(This article was the first of four part radio series on Newstalk FM, you can read a review of the series by the Irish Independent here)
Just over 200 years ago, nearly 200 Irish men and women experienced a voyage of sadism in their transportation to Britain’s new penal colony of Australia.
It was late in December 1796 and the Britannia set sail from Cork. She was a square rigged ship of 500 tons, that for twenty years lumbered across the tea trading routes around India and America, until its owners refitted its decks to turn a shilling in the burgeoning private enterprise of the convict trade.
144 Irish men and 44 Irish females plucked from counties across Ireland would be the shackled passengers on this voyage into hell. Kealy, Sheehan, McCarthy, Maher, Shaughnessy, the names on the convict list echo of home.
Thomas Dennott was the master of the ship, and aided by the incompetence of the half mad ships surgeon, Augustus Beyer, Dennott would embark on a sadistic rampage.
Dennott looked for signs of mutiny to unleash his cat’o nine tails. Beyer, in a later testimony about the events on the Britannia, drew this picture of the Ships master.
Cruel angry was the master, Thomas Dennott,
Driven by the devil and storm scudding his mind.
When he blew hot, the seams’ pitch waxed warm.
Swore by the cat and the cutting cane, did Dennott;
Dennott had a supposed ringleader, William Trimball, flogged until he gave a list of 31 convicts who had allegedly taken an oath to mutiny. The ship was searched for weapons; the guards found home made saws, six home made knives, a few lengths of hoop iron and a scissors. It was cause enough for Dennott to unleash his depravity.
Cut the line, Mr Beyer! Repair to your cabin, if it please you.
You may take cold on deck.
Floggers, wet your whistle with a tot of rum directly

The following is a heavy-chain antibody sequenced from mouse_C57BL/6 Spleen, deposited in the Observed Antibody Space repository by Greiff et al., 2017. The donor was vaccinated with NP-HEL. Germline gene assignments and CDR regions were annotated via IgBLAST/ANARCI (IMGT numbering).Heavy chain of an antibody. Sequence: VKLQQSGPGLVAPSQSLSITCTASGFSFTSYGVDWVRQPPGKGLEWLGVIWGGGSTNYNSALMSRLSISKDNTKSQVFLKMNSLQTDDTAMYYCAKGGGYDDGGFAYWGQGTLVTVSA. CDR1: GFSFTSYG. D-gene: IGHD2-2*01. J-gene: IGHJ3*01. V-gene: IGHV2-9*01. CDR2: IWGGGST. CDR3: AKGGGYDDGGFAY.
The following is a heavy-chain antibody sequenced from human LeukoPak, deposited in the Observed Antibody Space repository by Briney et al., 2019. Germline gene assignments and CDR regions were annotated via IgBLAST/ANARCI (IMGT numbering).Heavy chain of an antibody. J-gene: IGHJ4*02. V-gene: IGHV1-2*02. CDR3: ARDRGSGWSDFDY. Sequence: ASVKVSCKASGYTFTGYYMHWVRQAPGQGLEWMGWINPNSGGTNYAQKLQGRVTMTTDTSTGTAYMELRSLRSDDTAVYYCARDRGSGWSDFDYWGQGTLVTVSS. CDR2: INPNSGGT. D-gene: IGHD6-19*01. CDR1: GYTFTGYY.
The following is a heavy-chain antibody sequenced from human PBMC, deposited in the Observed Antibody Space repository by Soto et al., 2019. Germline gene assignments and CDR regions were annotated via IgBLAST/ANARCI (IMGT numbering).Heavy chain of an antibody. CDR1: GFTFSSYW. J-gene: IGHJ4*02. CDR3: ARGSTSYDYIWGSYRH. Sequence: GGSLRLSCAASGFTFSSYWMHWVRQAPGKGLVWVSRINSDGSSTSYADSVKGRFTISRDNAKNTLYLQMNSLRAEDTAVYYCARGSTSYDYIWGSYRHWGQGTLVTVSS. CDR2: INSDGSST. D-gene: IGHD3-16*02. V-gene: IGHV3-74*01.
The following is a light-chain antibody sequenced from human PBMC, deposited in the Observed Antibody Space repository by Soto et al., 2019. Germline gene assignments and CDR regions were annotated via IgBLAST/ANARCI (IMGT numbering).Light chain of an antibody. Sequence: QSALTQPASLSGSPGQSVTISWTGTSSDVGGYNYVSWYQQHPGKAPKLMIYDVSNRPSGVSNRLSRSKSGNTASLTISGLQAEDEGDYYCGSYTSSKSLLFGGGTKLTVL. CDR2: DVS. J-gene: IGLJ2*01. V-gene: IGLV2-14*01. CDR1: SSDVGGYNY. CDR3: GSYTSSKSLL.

‘Ere you warm to your work.
With the bumbling surgeon cowering in his quarters the bellowing Dennot was free to inflict his whistling lash on the decks of the Britannia.
Damn you! I will cut you bog-trotters to pieces!
Hanging is too gentle a death for the likes of you! Strip his masthead!
This will open your carcase!
One convict, James Brennan, received the unfathomable total of 800 lashes on two successive days.
With this burst, Brennan’s back steadily sliced open
In drizzles of blood that the cat flicked away with nonchalance.
‘I beg you cease, Mr Dennott. This wretch can bear it no longer.’
Damn a horse’s hind leg if I do. Methinks ‘tis you, Mr Beyer,
That can bear it no longer.
It ripped Brennan apart but it took several days for him to die as the screams of the Irish bounced of the waves. One female convict, Jenny Blake, tried to commit suicide for which Dennott plunged further into his particular pool of evil.
Caned her at the bulkhead,
Beat her about the face and naked torso, all the while
Taunting ‘infernal vixen’, ‘blone’, ‘chuckey’ and such like.
Then ironed both legs and chained her.
Bark on, curs! Dennott mocked those tinkers brought up from the hold
To witness the colleen’s shame, cussing under their breath.
Let her cry! She’ll piss the less.
To Beyer’s astonishment the Irish spirit still endured against these waves of hate.
Although pinched by want and in the greatest tribulation,
These croppies were tough as tack.
A mere ten men and one woman died on the passage,
Whereas on the Scarborough six years before we lost seventy-three.
Six of the Britannia’s ring-leaders died after their flogging.
Er, possibly from thirst. Such was Patrick Garnley,
That stood the welter of four hundred lashes.
But even he cried out for water.
I’ll give you plenty to drink soon enough, ye limb of a gypsy!
In a watery grave! barked Master Dennott.
After 169 days of torture the ship docked in Port Jackson on 27 May 1897. Ten men and one woman had died. Those that survived were brutalised and emaciated, their appearance so disturbing it led to an inquiry in Sydney.
Neither Dennott nor Beyer were held accountable, with the former being found to have ‘bordered on too great a severity’, while the latter had been merely ‘negligent.’